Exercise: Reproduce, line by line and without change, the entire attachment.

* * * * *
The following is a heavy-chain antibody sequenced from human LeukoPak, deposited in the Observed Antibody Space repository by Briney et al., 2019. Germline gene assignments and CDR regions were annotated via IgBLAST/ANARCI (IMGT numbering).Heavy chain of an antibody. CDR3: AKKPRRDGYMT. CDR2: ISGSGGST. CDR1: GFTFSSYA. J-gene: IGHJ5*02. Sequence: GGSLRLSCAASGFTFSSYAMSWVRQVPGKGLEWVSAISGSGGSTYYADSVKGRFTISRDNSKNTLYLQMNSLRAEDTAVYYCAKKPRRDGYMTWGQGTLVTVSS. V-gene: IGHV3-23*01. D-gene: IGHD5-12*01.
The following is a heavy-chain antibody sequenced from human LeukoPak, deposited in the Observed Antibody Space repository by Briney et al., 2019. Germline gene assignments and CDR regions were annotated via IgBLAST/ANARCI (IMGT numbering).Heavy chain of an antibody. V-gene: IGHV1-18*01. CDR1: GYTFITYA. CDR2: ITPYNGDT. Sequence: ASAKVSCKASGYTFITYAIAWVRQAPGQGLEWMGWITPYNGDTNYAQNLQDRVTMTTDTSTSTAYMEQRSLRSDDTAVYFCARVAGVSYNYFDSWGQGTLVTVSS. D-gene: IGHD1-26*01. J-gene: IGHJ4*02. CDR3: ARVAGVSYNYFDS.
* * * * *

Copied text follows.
The following is a heavy-chain antibody sequenced from human LeukoPak, deposited in the Observed Antibody Space repository by Briney et al., 2019. Germline gene assignments and CDR regions were annotated via IgBLAST/ANARCI (IMGT numbering).Heavy chain of an antibody. CDR3: AKKPRRDGYMT. CDR2: ISGSGGST. CDR1: GFTFSSYA. J-gene: IGHJ5*02. Sequence: GGSLRLSCAASGFTFSSYAMSWVRQVPGKGLEWVSAISGSGGSTYYADSVKGRFTISRDNSKNTLYLQMNSLRAEDTAVYYCAKKPRRDGYMTWGQGTLVTVSS. V-gene: IGHV3-23*01. D-gene: IGHD5-12*01.
The following is a heavy-chain antibody sequenced from human LeukoPak, deposited in the Observed Antibody Space repository by Briney et al., 2019. Germline gene assignments and CDR regions were annotated via IgBLAST/ANARCI (IMGT numbering).Heavy chain of an antibody. V-gene: IGHV1-18*01. CDR1: GYTFITYA. CDR2: ITPYNGDT. Sequence: ASAKVSCKASGYTFITYAIAWVRQAPGQGLEWMGWITPYNGDTNYAQNLQDRVTMTTDTSTSTAYMEQRSLRSDDTAVYFCARVAGVSYNYFDSWGQGTLVTVSS. D-gene: IGHD1-26*01. J-gene: IGHJ4*02. CDR3: ARVAGVSYNYFDS.